By Jake Donovan
Seth Mitchell is a fighter.
Ten years ago, few if any would believe that statement to ever be true. When you could ball like he could, there were no other visions than of the standout linebacker making it big in the NFL.
An injury suffered in 2005 put an end to his dreams of going pro, or even emerging to the superstar level in college. After graduating from Michigan State a year later, he gravitated towards boxing after watching fellow college baller Tom Zbikowski make his pro debut at Madison Square Garden.
Five years after putting on a pair of gloves for the first time, Mitchell is now being mentioned as the possible future face of a hoped-for revamped American heavyweight boxing scene.
No matter how far he makes it in boxing, Mitchell now has a new goal in mind – serve as an inspiration for others.
“I want everyone to know that with hard work dreams can come true,” insists Mitchell (23-0-1, 17KO), who has fought his way to the HBO level, making his debut on December 10 against former con tender Timur Ibragimov.
The fight takes place in Washington, D.C., not very far from his hometown of Brandywine, Maryland.
Mitchell is no stranger to enjoying home field advantage, with nearly half of his career – all three years and 24 fights of it, to date – taking place in the D.C./Baltimore area.
There’s a different feel to this fight, however. It’s his first in-ring appearance back home in nearly two years, and comes on his biggest platform yet. A huge crowd in anticipated, largely for the main event with D.C.’s own Lamont Peterson vying for the unified super lightweight crown against Amir Khan.
Mitchell’s own placement on the show has created a considerable amount of buzz, which doesn’t leave the chiseled heavyweight with a sense of entitlement, but rather an obligation to make them want to see him in the ring again.
“I like being back home, and I know a lot of fans are coming out to see me, some for the first time. I have to go out there and win, but I also have a responsibility to look good while winning."
Geography doesn’t have as much to do with the equation as marketability. HBO and Golden Boy Promotions see a product that can be marketed, a concept that Mitchell has embraced from the moment he donned his first pair of gloves.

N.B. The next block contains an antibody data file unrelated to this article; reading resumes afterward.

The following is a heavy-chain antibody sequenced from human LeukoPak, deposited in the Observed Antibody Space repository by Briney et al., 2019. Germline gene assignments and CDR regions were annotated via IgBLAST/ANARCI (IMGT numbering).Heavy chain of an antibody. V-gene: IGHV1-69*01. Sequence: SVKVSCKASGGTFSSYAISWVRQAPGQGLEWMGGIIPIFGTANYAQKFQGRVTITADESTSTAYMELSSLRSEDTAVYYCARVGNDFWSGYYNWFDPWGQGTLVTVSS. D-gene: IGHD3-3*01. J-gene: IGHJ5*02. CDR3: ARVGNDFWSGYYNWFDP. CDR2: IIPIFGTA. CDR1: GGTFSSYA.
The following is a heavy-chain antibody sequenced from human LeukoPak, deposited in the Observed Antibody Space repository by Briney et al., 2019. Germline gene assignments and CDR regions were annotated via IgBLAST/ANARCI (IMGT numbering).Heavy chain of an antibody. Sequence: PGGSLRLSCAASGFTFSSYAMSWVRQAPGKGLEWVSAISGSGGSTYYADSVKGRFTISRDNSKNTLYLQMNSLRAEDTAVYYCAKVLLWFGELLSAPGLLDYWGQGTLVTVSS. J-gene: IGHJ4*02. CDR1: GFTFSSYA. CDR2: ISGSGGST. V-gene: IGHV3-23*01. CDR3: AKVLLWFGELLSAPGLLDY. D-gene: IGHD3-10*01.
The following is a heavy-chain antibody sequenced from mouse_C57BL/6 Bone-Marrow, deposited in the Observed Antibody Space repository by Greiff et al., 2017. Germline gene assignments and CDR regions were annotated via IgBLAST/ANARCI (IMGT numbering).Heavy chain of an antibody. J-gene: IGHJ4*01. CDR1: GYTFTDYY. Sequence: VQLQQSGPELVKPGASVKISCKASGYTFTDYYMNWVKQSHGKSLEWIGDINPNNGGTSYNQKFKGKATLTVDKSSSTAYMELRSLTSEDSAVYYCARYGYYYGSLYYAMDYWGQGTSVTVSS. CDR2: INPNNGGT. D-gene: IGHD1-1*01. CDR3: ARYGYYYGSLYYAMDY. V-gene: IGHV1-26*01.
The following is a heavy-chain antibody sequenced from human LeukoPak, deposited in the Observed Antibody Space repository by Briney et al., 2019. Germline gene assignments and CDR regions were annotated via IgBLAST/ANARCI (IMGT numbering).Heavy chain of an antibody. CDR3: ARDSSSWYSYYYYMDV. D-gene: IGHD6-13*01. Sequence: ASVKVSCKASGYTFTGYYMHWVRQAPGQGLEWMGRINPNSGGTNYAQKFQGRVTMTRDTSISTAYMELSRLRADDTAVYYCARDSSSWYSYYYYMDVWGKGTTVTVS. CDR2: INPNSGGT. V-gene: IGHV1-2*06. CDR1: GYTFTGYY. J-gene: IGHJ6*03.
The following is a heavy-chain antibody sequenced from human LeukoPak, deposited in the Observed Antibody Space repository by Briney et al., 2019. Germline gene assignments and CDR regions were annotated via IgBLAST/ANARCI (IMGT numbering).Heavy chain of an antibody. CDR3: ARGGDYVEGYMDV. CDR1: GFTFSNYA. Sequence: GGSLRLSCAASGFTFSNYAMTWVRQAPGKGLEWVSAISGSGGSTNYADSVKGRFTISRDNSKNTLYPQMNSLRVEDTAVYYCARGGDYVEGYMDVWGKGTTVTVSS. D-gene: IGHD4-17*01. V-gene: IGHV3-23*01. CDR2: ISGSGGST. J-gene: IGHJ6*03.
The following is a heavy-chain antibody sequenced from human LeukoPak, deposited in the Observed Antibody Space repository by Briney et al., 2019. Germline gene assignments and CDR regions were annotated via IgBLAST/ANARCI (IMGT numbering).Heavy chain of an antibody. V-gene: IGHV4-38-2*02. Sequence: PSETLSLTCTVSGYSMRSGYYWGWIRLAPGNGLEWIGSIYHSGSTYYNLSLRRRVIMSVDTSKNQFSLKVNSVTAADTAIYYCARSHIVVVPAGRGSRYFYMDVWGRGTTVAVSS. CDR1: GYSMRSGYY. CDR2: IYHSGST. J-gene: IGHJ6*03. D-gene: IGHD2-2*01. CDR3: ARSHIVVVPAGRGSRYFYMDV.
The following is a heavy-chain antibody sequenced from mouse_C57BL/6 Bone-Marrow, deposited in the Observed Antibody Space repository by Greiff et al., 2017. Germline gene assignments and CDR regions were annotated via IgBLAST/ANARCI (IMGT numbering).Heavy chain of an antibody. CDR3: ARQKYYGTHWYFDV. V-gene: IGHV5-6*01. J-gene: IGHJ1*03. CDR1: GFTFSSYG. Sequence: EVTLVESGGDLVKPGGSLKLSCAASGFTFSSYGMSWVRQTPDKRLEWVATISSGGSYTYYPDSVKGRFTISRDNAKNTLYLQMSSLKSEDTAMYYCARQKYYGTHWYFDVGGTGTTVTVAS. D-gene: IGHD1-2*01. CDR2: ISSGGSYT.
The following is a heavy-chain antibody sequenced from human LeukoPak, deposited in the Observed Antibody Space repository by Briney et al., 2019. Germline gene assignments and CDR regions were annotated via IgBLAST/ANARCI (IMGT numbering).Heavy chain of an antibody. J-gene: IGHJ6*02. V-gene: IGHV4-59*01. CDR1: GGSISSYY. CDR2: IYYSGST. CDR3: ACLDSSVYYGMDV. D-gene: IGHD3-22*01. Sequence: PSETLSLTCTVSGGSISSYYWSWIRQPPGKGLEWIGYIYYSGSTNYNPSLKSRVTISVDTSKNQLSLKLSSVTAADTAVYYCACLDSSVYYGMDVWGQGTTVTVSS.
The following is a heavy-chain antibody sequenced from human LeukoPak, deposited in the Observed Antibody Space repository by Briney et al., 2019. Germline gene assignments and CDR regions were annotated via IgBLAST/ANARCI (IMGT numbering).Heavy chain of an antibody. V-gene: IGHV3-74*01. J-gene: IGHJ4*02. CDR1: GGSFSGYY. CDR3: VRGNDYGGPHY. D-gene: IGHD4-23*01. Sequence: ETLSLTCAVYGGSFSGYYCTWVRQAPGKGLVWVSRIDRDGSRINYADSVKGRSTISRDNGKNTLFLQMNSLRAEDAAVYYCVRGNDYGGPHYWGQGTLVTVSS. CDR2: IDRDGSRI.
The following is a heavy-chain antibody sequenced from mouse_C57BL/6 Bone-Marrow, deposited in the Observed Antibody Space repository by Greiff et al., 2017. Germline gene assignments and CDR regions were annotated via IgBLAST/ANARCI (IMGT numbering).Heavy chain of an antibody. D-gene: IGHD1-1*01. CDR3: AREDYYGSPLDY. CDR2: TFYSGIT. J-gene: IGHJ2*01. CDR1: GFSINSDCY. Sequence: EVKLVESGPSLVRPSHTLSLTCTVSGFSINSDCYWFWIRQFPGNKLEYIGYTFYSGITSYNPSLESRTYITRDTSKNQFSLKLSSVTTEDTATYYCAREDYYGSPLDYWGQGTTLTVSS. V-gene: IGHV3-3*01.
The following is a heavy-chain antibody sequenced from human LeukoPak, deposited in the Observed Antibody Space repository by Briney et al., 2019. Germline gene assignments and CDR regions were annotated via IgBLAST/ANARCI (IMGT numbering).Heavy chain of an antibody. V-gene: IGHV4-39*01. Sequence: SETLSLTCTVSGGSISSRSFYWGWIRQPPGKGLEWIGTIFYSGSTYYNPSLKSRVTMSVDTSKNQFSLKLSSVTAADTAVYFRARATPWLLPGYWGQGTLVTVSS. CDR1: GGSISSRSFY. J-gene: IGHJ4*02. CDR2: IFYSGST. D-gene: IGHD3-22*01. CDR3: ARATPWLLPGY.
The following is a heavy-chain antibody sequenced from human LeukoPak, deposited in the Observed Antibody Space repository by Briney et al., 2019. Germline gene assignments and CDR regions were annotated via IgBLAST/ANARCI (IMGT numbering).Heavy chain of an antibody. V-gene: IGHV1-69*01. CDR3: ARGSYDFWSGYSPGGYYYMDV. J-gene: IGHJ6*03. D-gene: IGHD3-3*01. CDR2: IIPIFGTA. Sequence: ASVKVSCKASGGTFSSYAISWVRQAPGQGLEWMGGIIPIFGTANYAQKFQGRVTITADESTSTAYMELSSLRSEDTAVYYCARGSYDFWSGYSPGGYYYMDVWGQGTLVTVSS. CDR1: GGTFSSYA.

“I probably wouldn't be on this card if I was 23-0 with 6 or 7 KO's,” Mitchell believes. “People want to be excited and entertained. I want to get the KO but not overaggressive doing so. I want the ‘W’ but also look good doing it as well.”
It’s that type of focus that has Mitchell moved up to the top of the ‘save our souls’ mentality of the American boxing fan in search of a heavyweight to rally around. It also goes a long way in explaining his ability to make such a splash in a short amount of time.
To say Mitchell’s amateur career was brief would be an understatement. Once properly acclimating himself to the sport after donning a pair of gloves for the first time in his life in 2006, the former linebacker prepared to sack the competition inside the ring. His stay in the non-pay ranks lasted long –or short – enough to amass a record of 9-1 (9KO) before turning pro in 2008.
Whether by merit or by opportunity, his backstory was enough to convince a pair of boxing powerbrokers to hook up with him. By his second pro fight, Mitchell was being represented by top promoter Golden Boy Promotions.
The dynamic duo helped pushed him from just another former college athlete-turned-pro into someone worth talking about in a very short amount of time. Of course, their influence only goes so far in hyping up a fighter. At some point, the fighter himself has to show everyone that he’s well worth the time and ink being dedicated to raising awareness.
To date, this particular fighter continues to deliver.
“I’m being moved along great by my team and couldn’t be happier with the progress made,” Mitchell states in appreciation of the hard work others have invested into his career. “I'm coming up on four years, and 24 fights already. I'm looking to big things in 2012 and –with no setbacks – hopefully a world title shot in 2013.”
These days, a title shot seems to be the point where most American heavyweights ultimately disappoint their fans.